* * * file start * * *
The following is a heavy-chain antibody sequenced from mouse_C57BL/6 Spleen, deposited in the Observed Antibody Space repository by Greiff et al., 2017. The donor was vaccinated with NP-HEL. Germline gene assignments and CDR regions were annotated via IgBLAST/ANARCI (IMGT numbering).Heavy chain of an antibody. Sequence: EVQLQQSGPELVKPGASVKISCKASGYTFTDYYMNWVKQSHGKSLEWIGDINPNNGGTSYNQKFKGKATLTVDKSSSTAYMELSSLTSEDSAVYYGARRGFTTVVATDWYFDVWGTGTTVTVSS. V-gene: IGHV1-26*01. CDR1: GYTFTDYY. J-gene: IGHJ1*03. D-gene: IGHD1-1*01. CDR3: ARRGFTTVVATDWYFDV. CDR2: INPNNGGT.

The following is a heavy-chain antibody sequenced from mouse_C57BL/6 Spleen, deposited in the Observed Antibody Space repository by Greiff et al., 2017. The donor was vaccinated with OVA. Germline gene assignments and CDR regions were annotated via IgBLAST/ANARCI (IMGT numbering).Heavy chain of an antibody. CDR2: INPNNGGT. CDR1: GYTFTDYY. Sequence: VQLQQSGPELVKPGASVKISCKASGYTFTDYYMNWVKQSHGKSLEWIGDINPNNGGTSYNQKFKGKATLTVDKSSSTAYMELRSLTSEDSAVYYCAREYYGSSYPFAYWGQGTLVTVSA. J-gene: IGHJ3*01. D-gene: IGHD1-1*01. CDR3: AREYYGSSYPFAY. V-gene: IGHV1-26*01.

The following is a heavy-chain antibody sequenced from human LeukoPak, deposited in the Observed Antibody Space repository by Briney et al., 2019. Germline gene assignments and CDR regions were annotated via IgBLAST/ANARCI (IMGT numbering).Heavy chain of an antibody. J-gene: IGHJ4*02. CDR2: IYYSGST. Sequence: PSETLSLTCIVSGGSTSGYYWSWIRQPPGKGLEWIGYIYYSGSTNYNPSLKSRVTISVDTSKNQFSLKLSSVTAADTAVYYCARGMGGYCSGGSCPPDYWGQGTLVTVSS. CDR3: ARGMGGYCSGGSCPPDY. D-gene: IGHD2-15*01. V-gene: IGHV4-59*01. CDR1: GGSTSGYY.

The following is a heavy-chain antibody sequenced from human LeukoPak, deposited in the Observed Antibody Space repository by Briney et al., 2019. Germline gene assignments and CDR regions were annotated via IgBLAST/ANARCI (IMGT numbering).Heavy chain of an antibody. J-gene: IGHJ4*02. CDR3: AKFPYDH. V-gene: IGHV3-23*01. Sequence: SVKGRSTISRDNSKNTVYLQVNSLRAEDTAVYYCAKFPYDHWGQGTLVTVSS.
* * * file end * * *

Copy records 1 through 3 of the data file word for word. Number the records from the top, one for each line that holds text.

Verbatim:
The following is a heavy-chain antibody sequenced from mouse_C57BL/6 Spleen, deposited in the Observed Antibody Space repository by Greiff et al., 2017. The donor was vaccinated with NP-HEL. Germline gene assignments and CDR regions were annotated via IgBLAST/ANARCI (IMGT numbering).Heavy chain of an antibody. Sequence: EVQLQQSGPELVKPGASVKISCKASGYTFTDYYMNWVKQSHGKSLEWIGDINPNNGGTSYNQKFKGKATLTVDKSSSTAYMELSSLTSEDSAVYYGARRGFTTVVATDWYFDVWGTGTTVTVSS. V-gene: IGHV1-26*01. CDR1: GYTFTDYY. J-gene: IGHJ1*03. D-gene: IGHD1-1*01. CDR3: ARRGFTTVVATDWYFDV. CDR2: INPNNGGT.

The following is a heavy-chain antibody sequenced from mouse_C57BL/6 Spleen, deposited in the Observed Antibody Space repository by Greiff et al., 2017. The donor was vaccinated with OVA. Germline gene assignments and CDR regions were annotated via IgBLAST/ANARCI (IMGT numbering).Heavy chain of an antibody. CDR2: INPNNGGT. CDR1: GYTFTDYY. Sequence: VQLQQSGPELVKPGASVKISCKASGYTFTDYYMNWVKQSHGKSLEWIGDINPNNGGTSYNQKFKGKATLTVDKSSSTAYMELRSLTSEDSAVYYCAREYYGSSYPFAYWGQGTLVTVSA. J-gene: IGHJ3*01. D-gene: IGHD1-1*01. CDR3: AREYYGSSYPFAY. V-gene: IGHV1-26*01.

The following is a heavy-chain antibody sequenced from human LeukoPak, deposited in the Observed Antibody Space repository by Briney et al., 2019. Germline gene assignments and CDR regions were annotated via IgBLAST/ANARCI (IMGT numbering).Heavy chain of an antibody. J-gene: IGHJ4*02. CDR2: IYYSGST. Sequence: PSETLSLTCIVSGGSTSGYYWSWIRQPPGKGLEWIGYIYYSGSTNYNPSLKSRVTISVDTSKNQFSLKLSSVTAADTAVYYCARGMGGYCSGGSCPPDYWGQGTLVTVSS. CDR3: ARGMGGYCSGGSCPPDY. D-gene: IGHD2-15*01. V-gene: IGHV4-59*01. CDR1: GGSTSGYY.